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ABC TV - ACMA Investigation Report 2671

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					Investigation Report No. 2671
File No.               ACMA2011/1548

Broadcaster            ABC TV

Station                TV24 Queensland

Type of Service        National Broadcaster

Name of Program        Midday Report

Date of Broadcast      12 August 2011

Relevant Code          Clauses 2.1 of the ABC Code of Practice 2011

Date Finalised         7 November 2011

Decision               No breach of clause 2.1 (accuracy)




ACMA Investigation Report – Midday Report broadcast by TV24 on 12 August 2011.
The complaint
On 26 August 2011, the Australian Communications and Media Authority (ACMA) received a
complaint regarding Midday Report broadcast by the ABC on 12 August 2011.

The complainant alleged that the program contained a factual inaccuracy about Tour de
France winner Cadel Evans.

The complainant was not satisfied with the response of the ABC and referred the matter to
                           1
the ACMA for investigation. The complaint has been investigated in accordance with clause
2.1 [accuracy] of the ABC Code of Practice 2011 (the Code).

The program
Midday Report is broadcast at 12:00pm on weekdays and contains local, national and
international news.
On 14 August 2011, the program was broadcast live from Mr Evans‟ Tour de France victory
parade in Melbourne. The program ran for approximately 40 minutes and included the
following statement by an ABC reporter:

          Cadel Evans [...] who dedicated most of his life, certainly his adult life, to cycling
          and winning the race.


Assessment
The assessment is based on:

         a recording of the program, provided by the broadcaster;

         the complainant‟s submission;

         the broadcaster‟s submission; and

         publicly available information, the source of which is identified where relevant.

Ordinary, reasonable viewer
In assessing content against the Code, the ACMA considers the meaning conveyed by the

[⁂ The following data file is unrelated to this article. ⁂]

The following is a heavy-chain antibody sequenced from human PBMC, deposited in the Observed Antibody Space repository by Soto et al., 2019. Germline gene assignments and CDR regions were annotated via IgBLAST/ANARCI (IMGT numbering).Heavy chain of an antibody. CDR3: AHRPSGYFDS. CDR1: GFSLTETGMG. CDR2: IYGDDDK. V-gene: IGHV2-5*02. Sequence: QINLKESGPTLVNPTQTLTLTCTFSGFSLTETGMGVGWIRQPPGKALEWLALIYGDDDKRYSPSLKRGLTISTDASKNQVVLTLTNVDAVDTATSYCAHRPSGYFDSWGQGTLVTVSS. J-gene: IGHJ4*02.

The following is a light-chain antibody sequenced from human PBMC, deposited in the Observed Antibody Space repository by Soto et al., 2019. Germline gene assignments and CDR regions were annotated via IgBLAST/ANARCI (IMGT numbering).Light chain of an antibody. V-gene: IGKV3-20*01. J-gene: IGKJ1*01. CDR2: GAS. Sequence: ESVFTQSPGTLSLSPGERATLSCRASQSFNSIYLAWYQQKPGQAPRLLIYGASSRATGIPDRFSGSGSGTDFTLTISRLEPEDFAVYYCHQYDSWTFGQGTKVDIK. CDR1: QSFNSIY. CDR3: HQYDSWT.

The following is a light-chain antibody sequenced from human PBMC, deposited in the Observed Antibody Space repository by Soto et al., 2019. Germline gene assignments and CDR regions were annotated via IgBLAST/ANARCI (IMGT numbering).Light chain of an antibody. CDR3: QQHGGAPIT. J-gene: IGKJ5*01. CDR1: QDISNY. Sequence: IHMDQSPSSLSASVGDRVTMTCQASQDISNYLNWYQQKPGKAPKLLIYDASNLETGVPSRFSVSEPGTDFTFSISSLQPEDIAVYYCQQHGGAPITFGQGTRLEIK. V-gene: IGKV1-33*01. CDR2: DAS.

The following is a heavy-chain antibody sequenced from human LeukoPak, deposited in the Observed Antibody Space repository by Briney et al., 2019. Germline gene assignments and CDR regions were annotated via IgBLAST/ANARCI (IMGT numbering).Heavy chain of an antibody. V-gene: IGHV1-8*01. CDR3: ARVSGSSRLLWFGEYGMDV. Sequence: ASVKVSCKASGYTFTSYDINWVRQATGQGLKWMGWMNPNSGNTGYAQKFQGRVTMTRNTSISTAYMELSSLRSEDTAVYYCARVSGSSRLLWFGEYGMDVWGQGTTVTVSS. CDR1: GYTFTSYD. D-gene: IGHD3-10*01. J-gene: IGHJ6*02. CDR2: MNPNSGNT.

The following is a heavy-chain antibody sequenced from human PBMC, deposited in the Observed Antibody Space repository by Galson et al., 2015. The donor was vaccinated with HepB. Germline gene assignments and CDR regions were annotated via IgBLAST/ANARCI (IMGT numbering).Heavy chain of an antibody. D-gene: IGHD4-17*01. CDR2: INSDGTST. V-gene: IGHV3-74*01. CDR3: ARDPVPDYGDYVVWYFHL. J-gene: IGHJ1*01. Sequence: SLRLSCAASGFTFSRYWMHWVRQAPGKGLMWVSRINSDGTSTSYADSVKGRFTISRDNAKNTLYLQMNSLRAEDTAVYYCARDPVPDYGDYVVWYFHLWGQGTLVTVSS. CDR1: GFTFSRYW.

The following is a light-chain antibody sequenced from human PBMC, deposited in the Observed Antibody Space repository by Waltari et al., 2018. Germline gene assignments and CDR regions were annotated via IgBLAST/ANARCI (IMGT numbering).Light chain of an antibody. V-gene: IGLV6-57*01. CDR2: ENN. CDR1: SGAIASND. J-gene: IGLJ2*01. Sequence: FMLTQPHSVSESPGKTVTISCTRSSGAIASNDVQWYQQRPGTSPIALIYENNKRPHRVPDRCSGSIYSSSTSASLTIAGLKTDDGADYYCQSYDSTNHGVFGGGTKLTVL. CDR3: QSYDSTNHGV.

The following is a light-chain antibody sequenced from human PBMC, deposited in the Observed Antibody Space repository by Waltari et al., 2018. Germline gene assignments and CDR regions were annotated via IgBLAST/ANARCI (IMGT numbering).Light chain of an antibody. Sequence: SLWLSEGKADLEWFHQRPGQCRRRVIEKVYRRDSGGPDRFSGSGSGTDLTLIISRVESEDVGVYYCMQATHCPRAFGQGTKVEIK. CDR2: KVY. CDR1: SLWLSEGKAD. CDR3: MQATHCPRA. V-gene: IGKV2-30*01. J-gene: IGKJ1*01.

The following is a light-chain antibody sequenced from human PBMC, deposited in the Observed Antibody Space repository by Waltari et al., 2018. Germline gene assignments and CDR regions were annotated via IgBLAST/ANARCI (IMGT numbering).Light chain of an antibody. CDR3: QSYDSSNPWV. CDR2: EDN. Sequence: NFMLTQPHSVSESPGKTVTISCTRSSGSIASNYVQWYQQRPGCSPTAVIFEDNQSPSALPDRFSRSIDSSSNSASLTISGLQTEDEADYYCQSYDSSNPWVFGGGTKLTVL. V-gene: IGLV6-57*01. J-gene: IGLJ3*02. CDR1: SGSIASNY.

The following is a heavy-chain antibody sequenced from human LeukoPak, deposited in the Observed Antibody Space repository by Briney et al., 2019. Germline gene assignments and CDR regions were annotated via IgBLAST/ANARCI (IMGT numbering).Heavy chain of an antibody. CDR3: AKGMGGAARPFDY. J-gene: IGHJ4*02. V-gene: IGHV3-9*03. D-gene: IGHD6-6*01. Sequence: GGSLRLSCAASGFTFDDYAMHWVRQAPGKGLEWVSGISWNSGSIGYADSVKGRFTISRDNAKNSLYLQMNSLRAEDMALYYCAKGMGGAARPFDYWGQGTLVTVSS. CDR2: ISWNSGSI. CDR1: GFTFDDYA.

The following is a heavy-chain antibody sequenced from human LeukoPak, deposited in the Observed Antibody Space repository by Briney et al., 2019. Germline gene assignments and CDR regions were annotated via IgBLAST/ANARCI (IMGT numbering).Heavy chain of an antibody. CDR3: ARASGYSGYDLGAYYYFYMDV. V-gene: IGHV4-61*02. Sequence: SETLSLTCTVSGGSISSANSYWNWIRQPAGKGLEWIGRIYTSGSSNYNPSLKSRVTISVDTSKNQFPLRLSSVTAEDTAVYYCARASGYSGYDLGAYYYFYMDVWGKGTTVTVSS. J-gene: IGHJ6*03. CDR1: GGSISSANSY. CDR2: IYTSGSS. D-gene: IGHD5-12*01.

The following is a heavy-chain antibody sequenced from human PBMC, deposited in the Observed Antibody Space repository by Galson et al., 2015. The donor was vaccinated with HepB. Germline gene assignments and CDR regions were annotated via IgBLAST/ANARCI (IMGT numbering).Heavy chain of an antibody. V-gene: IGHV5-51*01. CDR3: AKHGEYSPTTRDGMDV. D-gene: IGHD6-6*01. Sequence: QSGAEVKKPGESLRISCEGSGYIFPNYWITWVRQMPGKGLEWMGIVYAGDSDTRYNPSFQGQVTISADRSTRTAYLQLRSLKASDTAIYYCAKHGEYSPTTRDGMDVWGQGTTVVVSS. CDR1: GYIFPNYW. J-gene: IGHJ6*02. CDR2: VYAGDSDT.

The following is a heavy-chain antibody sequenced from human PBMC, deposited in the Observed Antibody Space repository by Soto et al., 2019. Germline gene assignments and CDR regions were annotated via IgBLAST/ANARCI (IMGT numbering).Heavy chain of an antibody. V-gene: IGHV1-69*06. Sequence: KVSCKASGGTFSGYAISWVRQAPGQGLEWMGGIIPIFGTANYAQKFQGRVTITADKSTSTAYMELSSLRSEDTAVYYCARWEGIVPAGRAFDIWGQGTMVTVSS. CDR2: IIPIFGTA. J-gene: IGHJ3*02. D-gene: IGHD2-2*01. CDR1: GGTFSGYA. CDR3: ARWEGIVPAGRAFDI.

relevant material. This is assessed according to the understanding of an „ordinary, reasonable
viewer‟.
Australian courts have considered an „ordinary, reasonable viewer‟ to be:
    A person of fair average intelligence, who is neither perverse, nor morbid or suspicious of
    mind, nor avid for scandal. That person does not live in an ivory tower, but can and does read
    between the lines in the light of that person‟s general knowledge and experience of worldly
           2
    affairs.

The ACMA asks what the ordinary, reasonable viewer would have understood the broadcast
to have conveyed. In doing so, the ACMA considers the natural, ordinary meaning of the



1
  Section 151 of the Broadcasting Services Act 1992 sets out the ACMA‟s role in investigating complaints about
    ABC‟s compliance with the ABC Code of Practice.
2
  Amalgamated Television Services Pty Limited v Marsden (1998) 43 NSWLR 158 at 164–167




ACMA Investigation Report – Midday Report broadcast by TV24 on 12 August 2011.                                   2
language, context, tenor, tone, inferences that may be drawn, and in the case of factual
material, relevant omissions (if any).

Once this test has been applied to ascertain the meaning of the broadcast material, the
ACMA will determine whether the material has breached the Code.

Issue 1: factual accuracy
Relevant Code Provision

      2. Accuracy

                 2.1        Make reasonable efforts to ensure that material facts are
                            accurate and presented in context.

The considerations which the ACMA generally applies in determining whether or not a
statement complained of was compliant with the ABC‟s obligations to make reasonable efforts
to ensure that material facts are accurate and presented in context are set out at Attachment
A.

Complainant’s submission:
The complainant submitted to the ABC:

    [...]

    [The presenter] made the assertion that Cadel Evans had dedicated the majority of his adult
    life to winning the Tour de France, this is incorrect.

    Cadel started his career as a mountain biker, with his first senior victory being in the under
    19 XC Australian Mountain Bike Championship in 1994. It was not until after the 2000